Alaskan Photographer Travels To Show International Inuit Connections : The Picture Show Photographer Brian Adams documents Inuit culture in Alaska and Canada. In his new project, he is looking for connections across geographic divides.
NPR logo A Nomadic Start To Photographing Inuit Culture Across Countries

A Nomadic Start To Photographing Inuit Culture Across Countries

Top: Bruce Inglangasak (left) and his friend Herman Oyagak look for a way through the sea ice that is close to shore near Alaska's Arctic National Wildlife Refuge in 2018. Left: Coco chases his ball. Inglangasak and his daughter adopted Coco while visiting their relatives in Aklavik, Canada, in 2017. Right: Polar bear art outside of the home of Marie and Eddie Rexford in Kaktovik, Alaska. Brian Adams hide caption

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Brian Adams

Top: Bruce Inglangasak (left) and his friend Herman Oyagak look for a way through the sea ice that is close to shore near Alaska's Arctic National Wildlife Refuge in 2018. Left: Coco chases his ball. Inglangasak and his daughter adopted Coco while visiting their relatives in Aklavik, Canada, in 2017. Right: Polar bear art outside of the home of Marie and Eddie Rexford in Kaktovik, Alaska.

Brian Adams

Brian Adams has spent his photography career reconnecting with his own Inuit culture. Raised in Girdwood, Alaska, Adams is half Iñupiat but grew up largely disconnected from his indigenous culture. Iñupiat people are part of an Inuit group, which includes indigenous people in northern Alaska, arctic Canada, Greenland and Russia.

"Since 2007, [I am] really just trying to reconnect to my roots, my family and my culture," Adams said.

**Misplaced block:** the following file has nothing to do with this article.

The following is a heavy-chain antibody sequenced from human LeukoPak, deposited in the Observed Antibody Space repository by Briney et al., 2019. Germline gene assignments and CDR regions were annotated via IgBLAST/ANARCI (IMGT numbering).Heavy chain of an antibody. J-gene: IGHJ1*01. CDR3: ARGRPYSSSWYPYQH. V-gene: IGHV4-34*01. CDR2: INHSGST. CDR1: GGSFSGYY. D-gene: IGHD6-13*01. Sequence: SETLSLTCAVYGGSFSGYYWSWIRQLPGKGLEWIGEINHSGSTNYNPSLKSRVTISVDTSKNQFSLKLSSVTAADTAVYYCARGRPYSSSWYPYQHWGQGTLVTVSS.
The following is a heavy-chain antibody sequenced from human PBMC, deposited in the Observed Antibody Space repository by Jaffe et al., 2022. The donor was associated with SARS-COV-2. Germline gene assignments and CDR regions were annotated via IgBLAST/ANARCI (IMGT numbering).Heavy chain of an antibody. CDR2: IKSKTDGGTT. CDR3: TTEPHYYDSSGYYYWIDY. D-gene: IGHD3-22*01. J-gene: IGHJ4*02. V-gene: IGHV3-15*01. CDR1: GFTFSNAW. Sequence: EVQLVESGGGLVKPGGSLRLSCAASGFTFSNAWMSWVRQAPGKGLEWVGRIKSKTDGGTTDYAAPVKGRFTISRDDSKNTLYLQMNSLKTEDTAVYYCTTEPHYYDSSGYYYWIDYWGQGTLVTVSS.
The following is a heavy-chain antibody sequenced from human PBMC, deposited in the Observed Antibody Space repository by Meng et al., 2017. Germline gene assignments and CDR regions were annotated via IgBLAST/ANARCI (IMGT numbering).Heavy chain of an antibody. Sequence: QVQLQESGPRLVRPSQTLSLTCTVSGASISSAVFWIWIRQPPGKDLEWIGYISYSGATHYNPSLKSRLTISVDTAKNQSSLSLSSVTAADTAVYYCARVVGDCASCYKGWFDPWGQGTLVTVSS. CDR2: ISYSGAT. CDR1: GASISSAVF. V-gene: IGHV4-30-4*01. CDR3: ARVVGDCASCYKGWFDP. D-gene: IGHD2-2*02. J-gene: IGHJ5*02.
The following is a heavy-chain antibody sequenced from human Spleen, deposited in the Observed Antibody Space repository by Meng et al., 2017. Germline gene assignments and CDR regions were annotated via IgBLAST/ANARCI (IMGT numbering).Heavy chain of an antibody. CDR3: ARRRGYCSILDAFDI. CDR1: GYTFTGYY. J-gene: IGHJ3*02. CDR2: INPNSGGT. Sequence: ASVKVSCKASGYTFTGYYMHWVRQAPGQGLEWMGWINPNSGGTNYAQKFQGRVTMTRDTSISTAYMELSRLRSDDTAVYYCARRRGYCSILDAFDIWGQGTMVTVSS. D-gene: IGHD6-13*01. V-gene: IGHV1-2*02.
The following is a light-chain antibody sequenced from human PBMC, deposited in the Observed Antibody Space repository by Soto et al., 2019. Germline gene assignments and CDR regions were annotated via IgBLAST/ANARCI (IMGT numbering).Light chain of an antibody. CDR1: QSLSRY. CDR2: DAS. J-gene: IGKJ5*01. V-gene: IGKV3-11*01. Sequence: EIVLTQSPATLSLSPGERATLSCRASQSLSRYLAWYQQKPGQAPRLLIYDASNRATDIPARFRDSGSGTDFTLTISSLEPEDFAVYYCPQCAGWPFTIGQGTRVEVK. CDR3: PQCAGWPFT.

Top: Bruce Inglangasak watches the wind and water from a cabin at Shingle Point in Canada's Yukon Territory. Left: Bruce's daughter, Tori Inglangasak, and her boyfriend, Bert Gordon, show their necklaces. Right: Herman Oyagak and Bruce Inglangasak begin the 250-mile trip to Aklavik, Canada, from Kaktovik, Alaska. Brian Adams hide caption

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Brian Adams

Top: Bruce Inglangasak watches the wind and water from a cabin at Shingle Point in Canada's Yukon Territory. Left: Bruce's daughter, Tori Inglangasak, and her boyfriend, Bert Gordon, show their necklaces. Right: Herman Oyagak and Bruce Inglangasak begin the 250-mile trip to Aklavik, Canada, from Kaktovik, Alaska.

Brian Adams

The coastline of the Arctic National Wildlife Refuge in Alaska from the Beaufort Sea. Brian Adams hide caption

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Brian Adams

The coastline of the Arctic National Wildlife Refuge in Alaska from the Beaufort Sea.

Brian Adams

Adams is based in Anchorage and has created two bodies of work, I AM ALASKAN, where he focused on Alaska's diversity, and I AM INUIT, where he photographed Inuit people in Alaska. Now he is going deeper.

In Adams' latest project, Ilatka: The Inuit Word For My Relatives, he is planning to photograph Inuit people in many of the circumpolar countries — those located near Earth's poles — where they migrated and settled. He started the project in Alaska and Canada in 2018.

Mary Ruth Meyook of Aklavik, Canada, stands at the water's edge at Shingle Point, a fish camp north of Aklavik on the Beaufort Sea. Brian Adams hide caption

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Brian Adams

Mary Ruth Meyook of Aklavik, Canada, stands at the water's edge at Shingle Point, a fish camp north of Aklavik on the Beaufort Sea.

Brian Adams

A brown bear is seen at the dump in Aklavik, Canada. The Aklavik town website says it's the "home of barrenland grizzly." Brian Adams hide caption

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Brian Adams

A brown bear is seen at the dump in Aklavik, Canada. The Aklavik town website says it's the "home of barrenland grizzly."

Brian Adams

"I learned that Inuits span from Russia to Alaska to Canada and all the way to Greenland," Adams said. "How cool would it be to do a body of work that connects all of us?"

Because Inuit people were nomadic, Adams wanted to start the project by crossing a broad region of land and sea. "I liked the idea of traveling in the footsteps of our ancestors," Adams said.

When Adams heard his friend Bruce Inglangasak was traveling from Kaktovik, Alaska, to visit his family in Aklavik, Canada, he thought it would be a great way to start the project.